Top Horse Saddles

English Saddles

Our Rating 98/100

Check Price On Amazon

Also when buying horse saddles, don’t buy heavy saddle for smaller horse or it will be a torture for it. Light Horse Saddles are made of synthetics. When buying one, be very cautious. Sometimes sellers will sell you saddle alone, without any accessories at all. They could sell you saddle without stirrup or stirrup leather, hobble strap, and so on. Be extra careful when buying your saddle.

English Saddles and 10 Reasons to Buy Them!

English Saddles

Most of you are wondering what the deal about English saddles is. Does it really matter what kind of saddle you get on your horse. If it fits, why bother right? Well probably you’re right, but there are some things different about them.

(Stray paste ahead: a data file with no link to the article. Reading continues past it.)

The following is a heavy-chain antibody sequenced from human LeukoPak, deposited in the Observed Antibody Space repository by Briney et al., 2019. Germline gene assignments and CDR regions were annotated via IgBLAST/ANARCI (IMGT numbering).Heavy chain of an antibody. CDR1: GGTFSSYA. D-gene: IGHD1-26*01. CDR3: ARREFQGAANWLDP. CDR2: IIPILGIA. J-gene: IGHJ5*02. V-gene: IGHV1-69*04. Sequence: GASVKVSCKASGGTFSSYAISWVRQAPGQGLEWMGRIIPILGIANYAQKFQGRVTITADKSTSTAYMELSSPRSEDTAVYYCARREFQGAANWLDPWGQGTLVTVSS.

Every saddle got its purpose. For example, western saddles are like crowd control saddles, while English are more for lords. If you look back in history, all nobles had English saddles. If you look western saddle in history, lower class used them (cowboys, farmers etc…).

More about english saddles. We have around 9 different English saddles.  Some are more popular some are less.

English Saddles Types:

  • All-purpose or Eventing saddle
  • The Jumping saddle
  • Dressage saddle
  • The Saddle seat saddle
  • Endurance saddle
  • English showing saddle
  • Sidesaddle
  • Racing saddle
  • Polo saddle

These saddles are used in Olympic and FEI equestrian disciplines. The most popular saddles are Racing, Endurance, Dressage and the Jumping saddle. Each of the saddles are made for their task.